Panelists and attendees discussed a wide range of issues, including: “what is dignity?,” world trade, climate change, action to resolve the Middle East crisis, new models needed for global healthcare, relinguishing control of web content, how web 2.0 will moud the future, balancing the need for security with the need for privacy, the new era of petropolitics, the fight against terrorism, uniting for stability in Iraq, and a first life perspective on avatars and the virtual world.
We learn about Nestle CEO Peter Brabeck-Letmathe, who was on stage asserting that global warming doesn’t much matter, that Al Gore deliberately omitted contradictory information from his movie “An Inconvenient Truth,” and that the world would be better off using money it is spending to comply with the Kyoto Protocol to improve water supplies.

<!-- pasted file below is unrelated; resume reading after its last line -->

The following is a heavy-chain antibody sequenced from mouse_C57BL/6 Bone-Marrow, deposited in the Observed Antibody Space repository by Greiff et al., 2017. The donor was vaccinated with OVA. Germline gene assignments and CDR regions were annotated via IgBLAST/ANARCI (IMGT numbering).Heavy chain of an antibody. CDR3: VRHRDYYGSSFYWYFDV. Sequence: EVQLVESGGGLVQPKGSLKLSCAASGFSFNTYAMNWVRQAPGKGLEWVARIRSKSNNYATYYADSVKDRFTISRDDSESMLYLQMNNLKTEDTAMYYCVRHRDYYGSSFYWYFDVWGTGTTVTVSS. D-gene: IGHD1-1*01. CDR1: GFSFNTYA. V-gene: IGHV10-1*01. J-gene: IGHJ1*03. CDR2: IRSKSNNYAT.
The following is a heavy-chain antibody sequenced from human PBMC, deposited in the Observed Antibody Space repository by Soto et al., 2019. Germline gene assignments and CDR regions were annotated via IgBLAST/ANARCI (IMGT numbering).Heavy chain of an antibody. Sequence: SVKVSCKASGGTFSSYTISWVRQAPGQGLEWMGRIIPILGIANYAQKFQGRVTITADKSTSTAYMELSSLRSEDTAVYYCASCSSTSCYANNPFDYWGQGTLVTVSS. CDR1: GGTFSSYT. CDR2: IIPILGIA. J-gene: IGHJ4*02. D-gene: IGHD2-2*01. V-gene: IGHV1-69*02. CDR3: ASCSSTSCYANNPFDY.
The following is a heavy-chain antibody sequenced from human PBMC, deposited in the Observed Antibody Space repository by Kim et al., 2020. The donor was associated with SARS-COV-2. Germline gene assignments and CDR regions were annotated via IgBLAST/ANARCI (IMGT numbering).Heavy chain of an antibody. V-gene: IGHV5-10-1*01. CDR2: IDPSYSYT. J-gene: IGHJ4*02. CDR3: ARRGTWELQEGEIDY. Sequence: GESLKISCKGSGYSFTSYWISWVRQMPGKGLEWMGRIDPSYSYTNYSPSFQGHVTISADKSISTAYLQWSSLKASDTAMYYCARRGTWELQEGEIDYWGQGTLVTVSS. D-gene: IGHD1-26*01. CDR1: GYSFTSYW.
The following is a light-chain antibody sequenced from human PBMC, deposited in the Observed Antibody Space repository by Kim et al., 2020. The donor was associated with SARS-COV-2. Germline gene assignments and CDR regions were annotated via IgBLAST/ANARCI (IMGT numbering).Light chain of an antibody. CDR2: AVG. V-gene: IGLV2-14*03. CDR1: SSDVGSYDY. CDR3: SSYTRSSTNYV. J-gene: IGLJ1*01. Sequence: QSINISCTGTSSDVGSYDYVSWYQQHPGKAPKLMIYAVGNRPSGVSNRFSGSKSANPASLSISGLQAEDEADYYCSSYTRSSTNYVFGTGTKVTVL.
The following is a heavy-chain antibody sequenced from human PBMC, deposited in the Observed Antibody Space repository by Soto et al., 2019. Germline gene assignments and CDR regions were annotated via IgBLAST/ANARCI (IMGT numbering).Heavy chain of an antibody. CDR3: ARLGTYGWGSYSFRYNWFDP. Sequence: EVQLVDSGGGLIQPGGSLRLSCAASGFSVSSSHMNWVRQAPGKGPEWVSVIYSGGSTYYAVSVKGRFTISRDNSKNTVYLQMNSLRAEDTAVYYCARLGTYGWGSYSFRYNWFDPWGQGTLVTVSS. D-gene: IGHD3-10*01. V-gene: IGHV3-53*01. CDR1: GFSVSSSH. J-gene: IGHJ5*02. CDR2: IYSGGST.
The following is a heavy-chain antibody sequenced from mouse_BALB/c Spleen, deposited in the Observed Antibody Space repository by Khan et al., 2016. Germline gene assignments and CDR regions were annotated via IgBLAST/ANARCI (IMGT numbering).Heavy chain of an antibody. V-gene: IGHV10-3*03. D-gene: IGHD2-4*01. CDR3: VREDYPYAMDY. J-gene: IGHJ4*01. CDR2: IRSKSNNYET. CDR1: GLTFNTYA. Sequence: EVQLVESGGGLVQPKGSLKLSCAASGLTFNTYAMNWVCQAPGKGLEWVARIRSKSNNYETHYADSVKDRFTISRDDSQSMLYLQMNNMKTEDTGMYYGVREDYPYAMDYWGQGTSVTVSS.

He ran into Vinod Khosla, an entrepreneur and VC who invests in clean-energy start-ups, who many of us know in Silicon Valley. His response on what he thought of Brabeck-Letmathe’s comments: “He should see his proctologist to find his head……and you can quote me.”
Kirkpatrick writes on Brabeck-Letmathe’s ill-considered remarks, “they were especially noteworthy because the 2,500 attendees – including corporate chieftains -seemed to have reached near-universal consensus that global warming is real and businesses and governments must thus change their behavior.”
And on technology discussions, apparently last year’s focus was on voice net and game learning — this year, they talked about social networking and the move towards 3D functionality.